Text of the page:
I don’t remember where, but I learned that if I took more than the recommended dosage of aspirin tablets, I could develop serious internal bleeding. Seeing no way out, I opened the bathroom medicine cabinet turning my 14-year-old reflection away. Reaching inside, I grabbed the 1000-count aspirin bottle, and with hands shaking, soundlessly twisted off the cap as not to arouse suspicion from my family just beyond the door. Then with seeming effortlessness, I poured a handful of pills as if I were pouring salt into a shaker. With little hesitation, I lifted my clenched hand toward my mouth and tossed the white disks into my mouth, choking and gagging as they hit my throat, then heaving back toward my tongue, then teeth, then into the sink.

 Though I was angry at myself for not having the “stomach” to kill myself, I was also relieved because I suppose at least a part of me still wished to live.

 All things considered, my life turned out fairly well. I entered college in 1965 during a time our society underwent dynamic changes. I joined with others to demonstrate our opposition to the war in Vietnam; I worked with students of color in our common struggle against housing discrimination around our campus, and I helped plan ecology workshops to highlight the state of our increasingly polluted planet. I chose to join a therapy group in my college counseling center, which gave me the support to “come out” as gay. I later went on to become a teacher for blind children, a journalist, and a tenured university professor.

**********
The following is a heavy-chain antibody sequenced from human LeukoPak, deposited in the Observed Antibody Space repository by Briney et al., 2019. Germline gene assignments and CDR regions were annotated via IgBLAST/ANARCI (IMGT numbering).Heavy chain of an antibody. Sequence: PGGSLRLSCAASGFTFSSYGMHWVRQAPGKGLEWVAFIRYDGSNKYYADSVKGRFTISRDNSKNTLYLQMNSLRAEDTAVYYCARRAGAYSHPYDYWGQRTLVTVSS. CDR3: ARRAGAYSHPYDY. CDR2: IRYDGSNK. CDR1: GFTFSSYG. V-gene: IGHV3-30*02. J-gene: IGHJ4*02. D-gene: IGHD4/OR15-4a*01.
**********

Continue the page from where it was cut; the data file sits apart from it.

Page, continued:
As I am writing this today at age 66, I consider myself not as a victim, but rather as a survivor of the bullying and abuse from those earlier times. When my therapist diagnosed me having Post-traumatic Stress Disorder, along with Social anxiety disorder, moderate agoraphobia, and clinical depression nearly 25 years ago, I was actually relieved, for then I could begin to let go of the self-blame I had carried for so long.

 Today, I often hear Steven Sondheim’s song, “Anyone Can Whistle,” in my minds ear, a Broadway show tune about a person who has accomplished many difficult tasks – like speaking Greek, dancing the tango, even slaying a dragon – but who seems incapable of managing simple things like whistling.

Anyone can whistle, that’s what they say — easy.
Anyone can whistle, any old day — easy.
It’s all so simple.
Relax, let go, let fly.
So someone tell me, why can’t I?

 In my life, I earned numerous degrees including a doctorate, and I published quite a number of books and peer reviewed journal articles. I have been asked to speak throughout the United States and around the world on varied topics, and I have been given a wonderful opportunity to travel to places I only dreamt about when I was younger.

 I have come to understand full well, though, and I have come to accept my severe limitations due to the damage I endured from those earlier times. Sondheim’s “whistling” stands as an analogy for relationships.

Though I have attempted to develop long-term romantic relationships along my way, I have come to endure the harm to my emotional self. I have lived alone since 1977 following a series of tries at sharing residences with trusted roommates, though none of these living arrangements worked for me.

 In truth, sticks, stone, and names can damage the body as well as the spirit, and they all can kill. Fortunately, schools have at least begun to leave the myths and lies behind, and to take actions. Most notably, we are witnessing more schools conducting programs to empower the so-called “bystanders” – those who know of the bullying, but often feel powerless to step in – transforming them into active “upstanders” intervening to stop the abuse.